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FRANCK, C.: String Quartet in D Major / Piano Quintet in F Minor (Ortiz, Fine Arts Quartet)


Naxos 8.572009

   Gramophone Classical Music Guide, December 2012
   Penguin Guide, December 2011
   Classic FM, May 2010
   The Jordan Times, March 2010
   Otago Daily Times, March 2010
   InsideCatholic.com, March 2010
   La Folia, February 2010
   Gramophone, February 2010
   Gramophone, February 2010
   Amazon.com, January 2010
   Audiophile Audition, January 2010
   Allmusic.com, January 2010
   International Record Review, January 2010
   The Strad, January 2010
   BBC Music Magazine, December 2009
   Amazon.com, November 2009
   David's Review Corner, November 2009
   Musical Pointers, October 2009

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Gramophone Classical Music Guide, December 2012

Ortiz and her colleagues realise all of Franck’s pent-up feeling in a performance of a special musical refinement and commitment…The Fine Arts Quartet are entirely at home in the very different scope of the String Quartet, relishing both the music’s contrapuntal intricacy and its full-blown romanticism. © 2012 Gramophone Classical Music Guide



Penguin Guide, December 2011

Cristina Ortiz and the Fine Arts Quartet couple two major chamber works and give very fine accounts of both masterpieces. They have ardour and finesse in equal measure. © 2011 Penguin Guide




Philip Clark
Classic FM, May 2010

Cristina Ortiz and the FAQ map out the structural flow lucidly while generating sounds of great refinement…the FAQ makes it blossom like never before.



Jean-Claude Elias
The Jordan Times, March 2010

Naxos has added another milestone recording to its already prestigious catalogue of great classical works. The CD that presents the string quartet in D major and the piano quintet in F minor by Cesar Franck and that has been published by Naxos constitutes a recording of exceptional quality, technically and artistically…There are several recordings of the same pieces by Cesar Franck, yet this new one clearly stands out. With it, and chiefly thanks to the superlative interpretation of the Fine Arts Quartet and Cristina Ortiz, Naxos has succeeded one more time in producing another reference classical CD. The interpretation of the Fine Arts Quartet and Cristina Ortiz is immaculate…The clarity of the musicians’ performance greatly helps the listener to overcome the inherent difficulty of Francks’s music and therefore to fully appreciate its beauty. The music is difficult to play as much as it is difficult to listen to, but the result is a rewarding, uplifting experience. There is intense emotional range in the sound, perfectly channelled by the musicians.



Geoff Adams
Otago Daily Times, March 2010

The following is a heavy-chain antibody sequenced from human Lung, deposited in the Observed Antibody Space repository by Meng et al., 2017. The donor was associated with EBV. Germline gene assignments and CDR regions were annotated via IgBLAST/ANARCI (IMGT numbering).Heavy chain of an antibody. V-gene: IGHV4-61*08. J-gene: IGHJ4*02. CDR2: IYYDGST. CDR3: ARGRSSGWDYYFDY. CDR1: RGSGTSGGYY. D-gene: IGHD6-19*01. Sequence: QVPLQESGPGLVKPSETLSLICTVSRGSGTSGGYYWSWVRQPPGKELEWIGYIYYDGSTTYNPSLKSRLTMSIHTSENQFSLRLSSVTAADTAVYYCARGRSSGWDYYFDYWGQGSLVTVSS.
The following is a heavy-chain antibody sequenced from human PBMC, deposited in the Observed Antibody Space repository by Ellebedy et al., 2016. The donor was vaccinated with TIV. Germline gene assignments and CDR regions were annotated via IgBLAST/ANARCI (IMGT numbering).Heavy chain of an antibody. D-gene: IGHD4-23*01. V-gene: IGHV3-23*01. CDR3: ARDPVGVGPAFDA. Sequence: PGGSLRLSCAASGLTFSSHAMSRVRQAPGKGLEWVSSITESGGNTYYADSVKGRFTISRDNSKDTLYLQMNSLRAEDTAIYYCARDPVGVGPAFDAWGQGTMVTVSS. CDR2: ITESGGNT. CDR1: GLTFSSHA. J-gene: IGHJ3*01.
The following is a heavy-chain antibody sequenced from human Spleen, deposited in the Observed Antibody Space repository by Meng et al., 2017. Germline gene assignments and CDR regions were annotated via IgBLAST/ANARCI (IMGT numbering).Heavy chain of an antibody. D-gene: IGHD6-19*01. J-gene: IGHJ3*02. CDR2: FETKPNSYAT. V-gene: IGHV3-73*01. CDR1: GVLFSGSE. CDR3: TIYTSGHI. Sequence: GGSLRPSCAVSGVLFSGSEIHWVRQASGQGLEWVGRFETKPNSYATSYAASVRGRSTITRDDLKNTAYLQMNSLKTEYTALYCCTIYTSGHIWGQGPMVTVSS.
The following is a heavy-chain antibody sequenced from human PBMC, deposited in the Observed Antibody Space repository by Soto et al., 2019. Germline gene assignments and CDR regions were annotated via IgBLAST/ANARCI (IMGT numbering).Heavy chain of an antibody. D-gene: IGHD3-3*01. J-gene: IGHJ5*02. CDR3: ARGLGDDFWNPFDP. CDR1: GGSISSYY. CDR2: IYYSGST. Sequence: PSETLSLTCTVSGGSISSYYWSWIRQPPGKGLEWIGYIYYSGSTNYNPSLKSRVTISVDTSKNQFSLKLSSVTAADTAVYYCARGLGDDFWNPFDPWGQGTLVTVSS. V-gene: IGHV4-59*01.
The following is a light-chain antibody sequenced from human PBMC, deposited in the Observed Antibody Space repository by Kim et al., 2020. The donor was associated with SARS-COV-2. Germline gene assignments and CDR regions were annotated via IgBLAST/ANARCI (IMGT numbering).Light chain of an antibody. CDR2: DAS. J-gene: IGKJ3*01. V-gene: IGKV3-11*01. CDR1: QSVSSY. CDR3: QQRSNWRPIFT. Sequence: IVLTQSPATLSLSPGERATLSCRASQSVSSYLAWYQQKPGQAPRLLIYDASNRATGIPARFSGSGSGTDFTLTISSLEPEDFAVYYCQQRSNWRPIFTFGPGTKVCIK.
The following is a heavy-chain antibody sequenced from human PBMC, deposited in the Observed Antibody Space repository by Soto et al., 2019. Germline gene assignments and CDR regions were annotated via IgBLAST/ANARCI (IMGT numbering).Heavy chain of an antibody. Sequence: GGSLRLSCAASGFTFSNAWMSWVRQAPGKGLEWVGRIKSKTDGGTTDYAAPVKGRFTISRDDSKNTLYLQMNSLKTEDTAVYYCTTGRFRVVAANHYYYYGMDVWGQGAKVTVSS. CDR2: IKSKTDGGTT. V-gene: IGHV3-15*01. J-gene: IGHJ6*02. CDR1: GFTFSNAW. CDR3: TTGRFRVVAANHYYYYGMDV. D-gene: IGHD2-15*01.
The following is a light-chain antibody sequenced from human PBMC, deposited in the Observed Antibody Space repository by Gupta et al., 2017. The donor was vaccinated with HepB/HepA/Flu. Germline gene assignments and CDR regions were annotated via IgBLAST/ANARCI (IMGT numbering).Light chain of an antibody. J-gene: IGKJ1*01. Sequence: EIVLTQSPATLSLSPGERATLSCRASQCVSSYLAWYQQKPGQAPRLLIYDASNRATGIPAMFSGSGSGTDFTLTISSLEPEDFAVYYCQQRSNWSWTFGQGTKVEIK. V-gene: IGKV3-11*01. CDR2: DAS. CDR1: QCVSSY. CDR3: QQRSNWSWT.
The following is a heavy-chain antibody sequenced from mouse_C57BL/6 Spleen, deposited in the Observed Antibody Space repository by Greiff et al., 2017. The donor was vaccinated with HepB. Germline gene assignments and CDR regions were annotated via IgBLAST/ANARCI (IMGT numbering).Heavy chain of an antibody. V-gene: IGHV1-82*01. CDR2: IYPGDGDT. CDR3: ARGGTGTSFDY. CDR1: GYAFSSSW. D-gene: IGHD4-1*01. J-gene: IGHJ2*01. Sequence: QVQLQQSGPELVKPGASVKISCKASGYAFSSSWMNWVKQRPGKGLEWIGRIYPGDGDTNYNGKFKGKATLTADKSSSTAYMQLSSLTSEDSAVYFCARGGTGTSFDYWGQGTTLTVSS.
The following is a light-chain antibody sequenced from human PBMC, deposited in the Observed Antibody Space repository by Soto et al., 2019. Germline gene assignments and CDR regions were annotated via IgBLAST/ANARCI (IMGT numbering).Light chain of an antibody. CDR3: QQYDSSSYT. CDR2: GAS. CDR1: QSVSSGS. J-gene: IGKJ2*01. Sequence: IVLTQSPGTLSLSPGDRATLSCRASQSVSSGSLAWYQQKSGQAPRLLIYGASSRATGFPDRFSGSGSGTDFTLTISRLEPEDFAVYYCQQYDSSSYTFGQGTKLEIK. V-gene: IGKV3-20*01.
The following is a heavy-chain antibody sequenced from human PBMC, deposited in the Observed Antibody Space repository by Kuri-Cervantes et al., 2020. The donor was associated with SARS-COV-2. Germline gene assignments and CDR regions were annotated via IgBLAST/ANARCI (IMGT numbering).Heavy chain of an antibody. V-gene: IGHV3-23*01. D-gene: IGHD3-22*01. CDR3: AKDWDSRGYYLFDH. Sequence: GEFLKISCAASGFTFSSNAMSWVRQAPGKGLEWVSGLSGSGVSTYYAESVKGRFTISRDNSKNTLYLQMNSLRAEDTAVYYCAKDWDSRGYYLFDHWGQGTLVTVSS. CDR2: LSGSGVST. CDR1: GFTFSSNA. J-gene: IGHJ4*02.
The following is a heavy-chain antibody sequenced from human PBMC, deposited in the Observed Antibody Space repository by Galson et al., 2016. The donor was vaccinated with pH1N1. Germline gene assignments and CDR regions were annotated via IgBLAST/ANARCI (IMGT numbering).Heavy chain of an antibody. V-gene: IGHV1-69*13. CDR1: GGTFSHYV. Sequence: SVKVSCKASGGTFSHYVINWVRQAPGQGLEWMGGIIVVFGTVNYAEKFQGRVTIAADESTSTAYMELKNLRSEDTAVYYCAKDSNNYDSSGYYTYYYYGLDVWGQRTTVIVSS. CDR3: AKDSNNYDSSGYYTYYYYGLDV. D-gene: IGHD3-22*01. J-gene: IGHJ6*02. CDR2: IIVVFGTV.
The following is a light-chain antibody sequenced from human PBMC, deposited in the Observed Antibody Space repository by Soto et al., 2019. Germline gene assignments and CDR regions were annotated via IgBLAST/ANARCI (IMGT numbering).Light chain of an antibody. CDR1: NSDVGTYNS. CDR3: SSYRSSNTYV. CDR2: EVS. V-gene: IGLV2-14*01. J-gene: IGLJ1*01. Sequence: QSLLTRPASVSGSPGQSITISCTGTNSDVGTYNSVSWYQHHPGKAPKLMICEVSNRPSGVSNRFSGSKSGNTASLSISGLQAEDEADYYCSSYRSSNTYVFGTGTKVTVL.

The Fine Arts Quartet goes back 64 years since its birth in Chicago. Since 1985 it has recorded more than 65 works. Three of its members have been with the group for over a quarter of a century and this rapport clearly shows in their performances…Highlight: charismatic Brazilian pianist adds a charge to the Quintet.



Robert R. Reilly
InsideCatholic.com, March 2010

I must mention the Fine Arts Quartet CD featuring the Cesar Franck (1822–1890) String Quartet and the Piano Quintet, with pianist Cristina Ortiz. Naxos seems to be using the Fine Arts Quartet to go over some repertory staples. This is very good news. (I was deeply impressed by their performances of the complete Schumann string quartets and the Bruckner quintet released earlier.) With the Franck works, we enter deeply into the emotionally turbulent world of Romanticism…Ortiz and the Fine Arts Quartet infuse these works with the passion they require. Fasten your seatbelts.



Dan Davis
La Folia, February 2010

Naxos scores again with Ortiz and the Fine Arts’ performances of Franck’s major chamber pieces…Franck requires a bigger, bolder approach than Fauré’s equally complex but more subdued style and Ortiz and her colleagues are fully up to it, their leaner textures in the Fauré works here morphing into a riper, blooming sound appropriate to the required emotional fireworks.




James Invernes
Gramophone, February 2010

Cristina Ortiz and the Fine Arts Quartet pinpoint the work’s [Quintet’s] volatility, with Ortiz throwing herself into the work’s demands. The quartet is excellent, too. Altogether a fine recording of works that are still done less than they should be.



Bryce Morrison
Gramophone, February 2010

They realize all of Franck’s pent-up feeling in a performance of special musical refinement and commitment

This outstanding disc of two of Franck’s late masterpieces features the Fine Arts Quartet with Cristina Ortiz in the Piano Quintet, a work she first recorded for EMI with the Medici Quartet (8178R). Since that time she has broadened and clarified her reading of music so turbulent and rawly emotional that it offended Liszt’s notion of chamber music, Saint-Saëns’s sense of musical decorum and, perhaps more understandably, Franck’s wife who knew that such an outpouring was hardly inspired by her own comfortable and domestic nature. At all events Franck hurled his Pater Seraphicus image aside in one of music’s most blazing and unsettling utterances. Ortiz and her colleagues realize all of Franck’s pent-up feeling in a performance of a special musical refinement and commitment, while hardly aiming at the emotional vortex achieved by Clifford Curzon and the Amadeus Quartet on their inimitable BBC Legends disc (5/01). The Fine Arts Quartet, too, are entirely at home in the very different scope of the String Quartet, relishing both the music’s contrapuntal intricacy and its full-blown romanticism. They are notably successful in the second movement’s hallucinatory, stop-go flight; almost as if Mendelssohn’s fairy-tale scherzos had become darkened with unease. Naxos’s sound is less than ideal in the Quartet but is beautifully and realistically balanced in the Quintet. I shall look forward to more exceptional music-making from this team.